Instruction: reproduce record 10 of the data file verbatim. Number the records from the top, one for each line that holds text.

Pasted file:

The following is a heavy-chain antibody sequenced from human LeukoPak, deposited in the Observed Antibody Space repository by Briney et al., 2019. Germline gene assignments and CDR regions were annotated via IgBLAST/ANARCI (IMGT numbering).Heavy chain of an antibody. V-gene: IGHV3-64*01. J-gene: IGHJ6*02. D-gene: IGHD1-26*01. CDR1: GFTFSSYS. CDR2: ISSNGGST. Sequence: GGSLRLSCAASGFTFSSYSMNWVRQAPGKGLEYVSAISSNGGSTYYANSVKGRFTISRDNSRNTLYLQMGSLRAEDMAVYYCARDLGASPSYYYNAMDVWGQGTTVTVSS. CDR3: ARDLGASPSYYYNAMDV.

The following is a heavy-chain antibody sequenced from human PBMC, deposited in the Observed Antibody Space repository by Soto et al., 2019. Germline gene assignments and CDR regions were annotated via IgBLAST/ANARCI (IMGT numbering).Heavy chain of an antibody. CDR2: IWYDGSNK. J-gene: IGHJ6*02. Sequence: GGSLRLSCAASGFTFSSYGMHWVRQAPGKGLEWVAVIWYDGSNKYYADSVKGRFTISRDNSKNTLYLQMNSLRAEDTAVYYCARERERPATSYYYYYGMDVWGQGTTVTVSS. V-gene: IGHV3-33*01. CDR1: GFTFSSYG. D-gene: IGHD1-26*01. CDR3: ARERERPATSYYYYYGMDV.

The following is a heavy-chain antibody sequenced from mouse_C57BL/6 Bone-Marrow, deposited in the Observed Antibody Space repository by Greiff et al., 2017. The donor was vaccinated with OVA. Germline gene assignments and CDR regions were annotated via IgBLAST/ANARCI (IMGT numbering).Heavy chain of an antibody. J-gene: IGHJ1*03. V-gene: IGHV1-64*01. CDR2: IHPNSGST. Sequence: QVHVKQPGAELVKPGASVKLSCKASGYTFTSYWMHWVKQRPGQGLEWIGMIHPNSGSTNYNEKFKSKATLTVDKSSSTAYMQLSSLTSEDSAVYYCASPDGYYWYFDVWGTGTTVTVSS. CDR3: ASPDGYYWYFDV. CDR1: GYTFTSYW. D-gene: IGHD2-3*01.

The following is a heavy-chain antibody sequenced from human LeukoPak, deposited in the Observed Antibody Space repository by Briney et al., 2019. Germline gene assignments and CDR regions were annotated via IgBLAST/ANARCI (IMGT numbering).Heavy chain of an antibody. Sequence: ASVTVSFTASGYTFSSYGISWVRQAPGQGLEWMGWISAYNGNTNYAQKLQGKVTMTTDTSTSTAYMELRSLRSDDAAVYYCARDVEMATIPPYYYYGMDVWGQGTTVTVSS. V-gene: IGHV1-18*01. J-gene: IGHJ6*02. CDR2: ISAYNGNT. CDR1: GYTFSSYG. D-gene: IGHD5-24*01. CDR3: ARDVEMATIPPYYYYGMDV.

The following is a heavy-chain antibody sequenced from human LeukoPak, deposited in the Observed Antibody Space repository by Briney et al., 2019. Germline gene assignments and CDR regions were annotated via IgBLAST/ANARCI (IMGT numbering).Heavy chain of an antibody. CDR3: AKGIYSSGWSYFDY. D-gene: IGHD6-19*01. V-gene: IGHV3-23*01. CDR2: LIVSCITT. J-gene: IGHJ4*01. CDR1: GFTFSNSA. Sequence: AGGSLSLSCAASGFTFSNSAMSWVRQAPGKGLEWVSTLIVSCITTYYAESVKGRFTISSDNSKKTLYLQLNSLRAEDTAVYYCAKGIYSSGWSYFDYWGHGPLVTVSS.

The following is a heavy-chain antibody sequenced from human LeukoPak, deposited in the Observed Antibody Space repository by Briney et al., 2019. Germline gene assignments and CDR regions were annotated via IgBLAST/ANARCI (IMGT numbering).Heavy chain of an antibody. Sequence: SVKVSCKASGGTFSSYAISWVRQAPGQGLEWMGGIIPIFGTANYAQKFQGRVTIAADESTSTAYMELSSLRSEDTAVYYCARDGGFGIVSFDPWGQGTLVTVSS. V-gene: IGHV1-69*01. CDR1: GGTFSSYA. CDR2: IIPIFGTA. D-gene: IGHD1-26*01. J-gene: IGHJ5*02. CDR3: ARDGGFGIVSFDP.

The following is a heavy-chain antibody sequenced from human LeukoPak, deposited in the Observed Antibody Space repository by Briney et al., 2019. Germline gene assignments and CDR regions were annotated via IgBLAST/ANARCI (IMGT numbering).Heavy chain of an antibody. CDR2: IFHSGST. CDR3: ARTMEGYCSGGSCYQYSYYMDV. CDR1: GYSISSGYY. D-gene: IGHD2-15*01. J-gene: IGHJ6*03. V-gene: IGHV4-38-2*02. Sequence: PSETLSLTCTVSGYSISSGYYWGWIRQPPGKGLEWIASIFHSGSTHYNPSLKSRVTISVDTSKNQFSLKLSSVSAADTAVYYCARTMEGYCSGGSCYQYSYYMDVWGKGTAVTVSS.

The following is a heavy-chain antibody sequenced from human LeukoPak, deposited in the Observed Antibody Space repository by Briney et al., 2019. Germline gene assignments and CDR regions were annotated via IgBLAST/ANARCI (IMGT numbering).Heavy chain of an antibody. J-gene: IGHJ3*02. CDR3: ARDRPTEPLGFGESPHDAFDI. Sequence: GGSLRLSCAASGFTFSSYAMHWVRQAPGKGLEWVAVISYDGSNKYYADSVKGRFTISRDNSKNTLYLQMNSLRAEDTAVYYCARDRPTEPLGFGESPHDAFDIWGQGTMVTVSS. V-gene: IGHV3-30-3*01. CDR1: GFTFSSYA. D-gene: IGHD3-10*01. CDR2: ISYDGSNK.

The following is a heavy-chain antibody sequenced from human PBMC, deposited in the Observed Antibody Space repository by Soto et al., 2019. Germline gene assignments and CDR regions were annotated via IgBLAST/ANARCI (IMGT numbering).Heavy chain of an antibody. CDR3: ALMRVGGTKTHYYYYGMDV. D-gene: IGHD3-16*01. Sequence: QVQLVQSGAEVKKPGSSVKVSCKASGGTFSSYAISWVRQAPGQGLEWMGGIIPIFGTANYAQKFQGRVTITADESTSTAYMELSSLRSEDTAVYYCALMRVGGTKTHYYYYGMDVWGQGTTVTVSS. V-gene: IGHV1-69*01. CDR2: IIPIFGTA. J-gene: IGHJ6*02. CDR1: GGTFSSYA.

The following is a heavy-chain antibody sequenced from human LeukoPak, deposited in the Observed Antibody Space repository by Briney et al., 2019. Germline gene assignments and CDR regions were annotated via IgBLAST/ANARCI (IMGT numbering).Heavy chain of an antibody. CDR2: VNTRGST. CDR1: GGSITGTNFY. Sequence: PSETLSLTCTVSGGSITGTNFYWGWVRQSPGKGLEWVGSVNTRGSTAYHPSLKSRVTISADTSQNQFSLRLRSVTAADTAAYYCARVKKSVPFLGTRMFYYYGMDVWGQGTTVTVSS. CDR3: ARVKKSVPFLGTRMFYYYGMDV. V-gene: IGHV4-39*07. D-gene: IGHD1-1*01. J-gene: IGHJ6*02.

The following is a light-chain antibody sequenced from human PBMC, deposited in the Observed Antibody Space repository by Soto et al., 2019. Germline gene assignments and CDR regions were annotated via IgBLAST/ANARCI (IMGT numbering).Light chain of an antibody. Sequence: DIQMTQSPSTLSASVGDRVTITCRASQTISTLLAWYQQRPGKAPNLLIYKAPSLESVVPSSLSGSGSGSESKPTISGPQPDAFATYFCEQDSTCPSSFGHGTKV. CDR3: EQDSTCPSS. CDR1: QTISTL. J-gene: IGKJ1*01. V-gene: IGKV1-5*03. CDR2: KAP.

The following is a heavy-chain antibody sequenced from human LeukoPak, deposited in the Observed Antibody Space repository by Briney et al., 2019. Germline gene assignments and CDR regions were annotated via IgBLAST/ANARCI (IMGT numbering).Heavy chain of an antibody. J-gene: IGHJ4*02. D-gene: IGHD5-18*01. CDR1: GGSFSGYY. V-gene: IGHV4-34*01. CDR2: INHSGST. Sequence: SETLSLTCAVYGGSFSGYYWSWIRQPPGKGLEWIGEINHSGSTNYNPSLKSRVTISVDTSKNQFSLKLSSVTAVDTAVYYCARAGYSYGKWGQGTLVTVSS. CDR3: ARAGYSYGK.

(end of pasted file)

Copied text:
The following is a heavy-chain antibody sequenced from human LeukoPak, deposited in the Observed Antibody Space repository by Briney et al., 2019. Germline gene assignments and CDR regions were annotated via IgBLAST/ANARCI (IMGT numbering).Heavy chain of an antibody. CDR2: VNTRGST. CDR1: GGSITGTNFY. Sequence: PSETLSLTCTVSGGSITGTNFYWGWVRQSPGKGLEWVGSVNTRGSTAYHPSLKSRVTISADTSQNQFSLRLRSVTAADTAAYYCARVKKSVPFLGTRMFYYYGMDVWGQGTTVTVSS. CDR3: ARVKKSVPFLGTRMFYYYGMDV. V-gene: IGHV4-39*07. D-gene: IGHD1-1*01. J-gene: IGHJ6*02.